What you’ll find challenging

The challenges of shoulder season trips are many. The most significant issue is darkness. The night is long lasting: 10- 16 hours in the mid-fall to early-spring months. Night-time temperatures at or below freezing are common. Additionally, snow on the trail, at the camps and access roads, or on the highway passes (most trips require crossing Snoqualmie or Stevens Pass) needs to be considered. You need to pay close attention to the weather. Often trips are done spontaneously when a dry weekend is forecasted, and many times rescheduled when a storm is approaching. Participants need to have comfort with the unknown and the flexibility to adjust the trip as they go. Almost all the shoulder season trips I lead incorporate off-trail travel. Most off-trail routes are not hard, but do require navigation skills and some experience and comfort being off the trail.

Shoulder Season Photo 3.JPGRob at Frenchmen Coulee.


Plan thoughtfully. Each day needs to be thoughtfully choreographed to fully utilize the short daylight and best enjoy — or endure — the long nights. My groups often enjoy an hour or two around a campfire after dark and then pursue personal movies, podcasts, or music in their tents until sleepy. Personally, I don’t mind going to bed early so I can catch up on sleep for 10+ hours.

Pack for colder temperatures. The mornings are always cold — pack that puffy. Don’t forget to bring those down pants; and down booties are nice too. If the ground is frozen or covered in snow, two pads are a must to reduce heat loss via conduction. Keep in mind that packs are often a bit heavier with this added gear.

Pick the right location. Most late-winter to spring trip locations center around the Columbia River between Wenatchee and Vantage and in and around the Yakima River Canyon between Ellensburg and Yakima. There are also routes near the Tri-cities, Banks Lake, and on The Deschutes River in Oregon. The best October to early November trips are on the eastern slopes of the Cascade mountains and feature either the brilliant golden hues of the subalpine larch (about the first week of October) or the western larch (late October to early November).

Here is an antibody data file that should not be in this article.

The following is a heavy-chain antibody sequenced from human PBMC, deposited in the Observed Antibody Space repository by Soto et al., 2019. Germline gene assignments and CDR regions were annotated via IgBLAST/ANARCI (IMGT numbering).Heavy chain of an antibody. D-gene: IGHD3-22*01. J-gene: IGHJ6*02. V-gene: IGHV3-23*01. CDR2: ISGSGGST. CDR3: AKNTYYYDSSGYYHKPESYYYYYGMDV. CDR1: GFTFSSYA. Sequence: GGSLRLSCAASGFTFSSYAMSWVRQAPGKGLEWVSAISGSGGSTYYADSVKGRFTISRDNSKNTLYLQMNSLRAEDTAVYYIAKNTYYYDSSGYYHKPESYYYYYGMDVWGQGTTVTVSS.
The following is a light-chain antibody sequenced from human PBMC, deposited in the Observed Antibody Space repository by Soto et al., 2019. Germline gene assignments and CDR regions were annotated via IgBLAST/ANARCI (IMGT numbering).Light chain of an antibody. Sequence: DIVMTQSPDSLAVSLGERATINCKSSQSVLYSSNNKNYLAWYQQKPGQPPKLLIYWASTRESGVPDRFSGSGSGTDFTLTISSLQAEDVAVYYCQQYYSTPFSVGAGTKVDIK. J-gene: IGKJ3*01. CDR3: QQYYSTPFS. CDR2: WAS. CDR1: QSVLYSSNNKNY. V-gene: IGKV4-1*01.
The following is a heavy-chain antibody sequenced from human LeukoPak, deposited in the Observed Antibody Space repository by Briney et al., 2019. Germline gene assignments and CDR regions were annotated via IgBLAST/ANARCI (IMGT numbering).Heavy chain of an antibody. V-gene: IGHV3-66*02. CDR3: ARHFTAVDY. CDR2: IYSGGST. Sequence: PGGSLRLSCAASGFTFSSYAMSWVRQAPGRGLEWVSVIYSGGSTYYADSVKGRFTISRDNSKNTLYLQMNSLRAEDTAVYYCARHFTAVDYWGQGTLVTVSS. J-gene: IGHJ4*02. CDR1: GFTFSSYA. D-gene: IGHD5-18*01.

Know your land managers. Land management regulations for these trips are varied. Most of the desert areas are Washington State Wildlife Areas, managed by the Washington Department of Fish and Wildlife (WDFW). Some are managed by the Bureau of Land Management (BLM). Both of these agencies generally allow unlimited access and dispersed camping. A Discover Pass is required for trailheads managed by Washington State and an America the Beautiful Pass (Federal Lands Pass) is required for trailheads managed by BLM. Campfires are often prohibited after about April 15 on the state lands, but you should check specific restrictions for the area you are visiting at the time of your trip.

Curious how to maintain your fitness through the shoulder season? Read our latest Peak Performance - Spice Up Your Shoulder Season Training Routine and let Courtenay Schurman guide the way. 

For more information, training, and field trips for early and late-season backpacking, sign up for Rob’s Shoulder Season Backpacking course offered in winter 2024.

This article originally appeared in our fall 2023 issue of Mountaineer magazine. To view the original article in magazine form and read more stories from our publication, visit our magazine archive.